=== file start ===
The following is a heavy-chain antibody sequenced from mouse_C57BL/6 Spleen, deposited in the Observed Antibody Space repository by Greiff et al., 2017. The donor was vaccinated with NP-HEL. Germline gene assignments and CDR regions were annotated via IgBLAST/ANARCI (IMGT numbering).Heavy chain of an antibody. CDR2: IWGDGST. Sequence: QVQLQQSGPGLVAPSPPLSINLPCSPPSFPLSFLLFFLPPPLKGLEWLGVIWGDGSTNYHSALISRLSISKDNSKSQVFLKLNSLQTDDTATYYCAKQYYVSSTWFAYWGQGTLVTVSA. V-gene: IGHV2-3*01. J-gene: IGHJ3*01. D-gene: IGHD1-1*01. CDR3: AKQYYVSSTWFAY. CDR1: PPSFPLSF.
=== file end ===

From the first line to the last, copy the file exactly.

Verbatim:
The following is a heavy-chain antibody sequenced from mouse_C57BL/6 Spleen, deposited in the Observed Antibody Space repository by Greiff et al., 2017. The donor was vaccinated with NP-HEL. Germline gene assignments and CDR regions were annotated via IgBLAST/ANARCI (IMGT numbering).Heavy chain of an antibody. CDR2: IWGDGST. Sequence: QVQLQQSGPGLVAPSPPLSINLPCSPPSFPLSFLLFFLPPPLKGLEWLGVIWGDGSTNYHSALISRLSISKDNSKSQVFLKLNSLQTDDTATYYCAKQYYVSSTWFAYWGQGTLVTVSA. V-gene: IGHV2-3*01. J-gene: IGHJ3*01. D-gene: IGHD1-1*01. CDR3: AKQYYVSSTWFAY. CDR1: PPSFPLSF.